Concurrent with the creation of Spiral Jetty, Dennis Oppenheim and Walter de Maria made monumental outdoor pieces that explored the power of nature and the hubris of man. Oppenheim's Canceled Crop, made in the Netherlands, required the artist to cultivate, plant, and manage a field of wheat, which at harvesttime the artist then mowed into a giant X. Oppenheim saw his piece as both an opportunity to work at the most elemental levels of human creativity and a chance to comment ironically on the ways in which nature had become redefined as natural resources, to be exploited and tamed. Walter de Maria's Lightning Field, begun in 1970 and completed in 1977, was perhaps the most flamboyant combination of minimalist form and heroic nature-worship. Composed of 400 stainless-steel rods in a precise grid across a rectangle one mile (2 km) in length, Lightning Field was a triumph of human order over a hostile desert landscape—until, that is, the periodic storm fronts of New Mexico's late summer and fall turned it into a terrifying and sublime spectacle of natural power. Visitors may stay for days, wandering through its patterns, hiking the nearby mountains, and waiting for the rare occurrence of a major lightning storm.
Walter de Maria's piece represented the most monumental and rigorous forms of environmental art. Against this impulse was the far more popular and widely seen work of Christo (born Christo Javacheff), a Bulgarian artist who settled in Paris but made much of his work in the United States including, most famously, the 25-mile- (40-km-) long Running Fence (1972–1976), which meandered through the picturesque rolling hills of Sonoma and Marin counties in California. With its ingratiating mix of delicate decorativeness and monumental scale, Christo's work represented an attenuation of the heroic qualities of the American environmental artists. Indeed, since the later 1970s, most environmental art has been less overscaled in its ambitions, less intrusive on the environment, and less demanding of the viewer. Works by Nancy Holt, Richard Long, and Beverly Pepper have connected the movement to far older traditions of cromlechs and other prehistoric and early historical environmental works, while other artists have tended to treat the environment as a resource and setting, rather than as a force with which to wrestle. A series of exceptions, however, suggests the continuing resonance of the movement. James Turrell's Roden Crater Project in Sedona, Arizona, begun in the early 1980s, continues the trend of unbounded works in which human intervention occurs at the scale of sublime nature. Richard Serra's Tilted Arc, installed in 1981 at Federal Plaza in New York City, was designed to challenge and break the monotonous pedestrian patterns of city workers. But Serra's piece, which many people found obtrusive and unattractive, was removed in 1989 by the federal government over the objections of the artist.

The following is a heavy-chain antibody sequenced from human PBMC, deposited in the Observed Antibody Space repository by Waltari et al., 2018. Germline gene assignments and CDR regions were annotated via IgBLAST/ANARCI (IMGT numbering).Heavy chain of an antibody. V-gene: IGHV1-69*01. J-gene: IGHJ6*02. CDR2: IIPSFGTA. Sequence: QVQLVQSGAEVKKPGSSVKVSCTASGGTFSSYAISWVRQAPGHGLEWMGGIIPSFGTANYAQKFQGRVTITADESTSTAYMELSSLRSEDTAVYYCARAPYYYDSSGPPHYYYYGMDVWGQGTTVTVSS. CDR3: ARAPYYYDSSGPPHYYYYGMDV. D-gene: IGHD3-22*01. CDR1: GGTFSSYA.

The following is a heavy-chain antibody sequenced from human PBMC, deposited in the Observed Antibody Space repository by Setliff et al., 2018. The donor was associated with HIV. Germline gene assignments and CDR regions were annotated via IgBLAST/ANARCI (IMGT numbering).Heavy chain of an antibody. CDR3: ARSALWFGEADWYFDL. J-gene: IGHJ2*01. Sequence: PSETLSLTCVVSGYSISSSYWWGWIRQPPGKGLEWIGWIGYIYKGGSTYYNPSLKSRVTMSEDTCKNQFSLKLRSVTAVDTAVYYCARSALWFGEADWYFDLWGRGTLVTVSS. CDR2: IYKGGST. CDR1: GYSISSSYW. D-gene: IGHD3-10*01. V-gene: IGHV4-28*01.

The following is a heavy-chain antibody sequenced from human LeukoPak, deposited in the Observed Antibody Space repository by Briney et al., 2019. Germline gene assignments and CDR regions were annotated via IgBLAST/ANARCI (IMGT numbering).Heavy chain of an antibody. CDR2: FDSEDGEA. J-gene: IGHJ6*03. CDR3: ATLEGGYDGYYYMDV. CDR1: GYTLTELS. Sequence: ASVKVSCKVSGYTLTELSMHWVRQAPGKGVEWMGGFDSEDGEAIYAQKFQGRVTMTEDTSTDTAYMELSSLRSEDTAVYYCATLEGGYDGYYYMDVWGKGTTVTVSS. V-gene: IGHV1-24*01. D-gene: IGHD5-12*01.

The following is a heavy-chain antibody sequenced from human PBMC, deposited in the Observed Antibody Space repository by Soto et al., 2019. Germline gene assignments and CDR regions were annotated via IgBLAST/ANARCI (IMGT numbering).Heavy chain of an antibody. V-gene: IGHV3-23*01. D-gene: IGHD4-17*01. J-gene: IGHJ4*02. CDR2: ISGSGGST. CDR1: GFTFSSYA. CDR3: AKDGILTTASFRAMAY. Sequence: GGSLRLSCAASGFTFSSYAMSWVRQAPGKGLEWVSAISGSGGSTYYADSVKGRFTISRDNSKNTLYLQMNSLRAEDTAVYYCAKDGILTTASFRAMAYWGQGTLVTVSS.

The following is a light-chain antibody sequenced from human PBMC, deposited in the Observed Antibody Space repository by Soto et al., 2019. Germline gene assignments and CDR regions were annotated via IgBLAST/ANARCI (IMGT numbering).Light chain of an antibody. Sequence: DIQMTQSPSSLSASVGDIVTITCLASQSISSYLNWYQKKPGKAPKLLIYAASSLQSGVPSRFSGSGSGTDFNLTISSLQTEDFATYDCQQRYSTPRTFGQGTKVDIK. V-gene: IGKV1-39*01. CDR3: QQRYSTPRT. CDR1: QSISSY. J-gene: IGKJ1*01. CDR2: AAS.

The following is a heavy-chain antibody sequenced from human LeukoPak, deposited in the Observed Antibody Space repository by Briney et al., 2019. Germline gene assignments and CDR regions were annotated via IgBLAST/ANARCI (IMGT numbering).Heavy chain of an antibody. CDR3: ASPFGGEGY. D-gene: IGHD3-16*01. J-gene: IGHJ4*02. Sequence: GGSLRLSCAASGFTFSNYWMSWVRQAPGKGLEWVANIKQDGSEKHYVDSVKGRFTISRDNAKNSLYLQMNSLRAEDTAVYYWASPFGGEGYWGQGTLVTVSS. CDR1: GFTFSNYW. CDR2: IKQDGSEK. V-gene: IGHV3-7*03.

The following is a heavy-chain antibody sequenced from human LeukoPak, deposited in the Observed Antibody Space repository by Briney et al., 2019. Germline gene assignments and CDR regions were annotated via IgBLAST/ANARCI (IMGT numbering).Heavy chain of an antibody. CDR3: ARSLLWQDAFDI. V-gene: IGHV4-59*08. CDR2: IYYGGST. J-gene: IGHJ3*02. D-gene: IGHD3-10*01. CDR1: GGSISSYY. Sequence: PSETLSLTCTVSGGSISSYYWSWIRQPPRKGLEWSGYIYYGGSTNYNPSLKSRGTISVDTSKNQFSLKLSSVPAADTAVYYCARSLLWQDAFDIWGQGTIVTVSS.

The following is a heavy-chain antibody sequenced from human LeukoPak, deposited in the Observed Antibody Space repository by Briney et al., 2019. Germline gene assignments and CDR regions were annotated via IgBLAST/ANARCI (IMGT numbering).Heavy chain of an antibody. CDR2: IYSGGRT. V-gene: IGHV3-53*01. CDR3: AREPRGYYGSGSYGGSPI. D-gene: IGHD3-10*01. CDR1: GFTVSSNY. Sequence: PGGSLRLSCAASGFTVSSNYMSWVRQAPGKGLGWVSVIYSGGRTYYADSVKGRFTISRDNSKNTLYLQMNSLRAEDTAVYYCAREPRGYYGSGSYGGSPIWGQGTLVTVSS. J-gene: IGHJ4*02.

Throughout its short history, environmental art in the United States has linked itself to central themes of American cultural history: the yearning for unbounded sublime nature and the paradoxical desire to conquer, tame, and exploit the wilderness; and the ambivalence toward urbanism, civilization, and the human environment. Emerging from the core impulses of the counterculture and linked to the most radical elements of the artistic avant-garde, American environmental art served as one of the richest and most compelling art movements of the late twentieth century.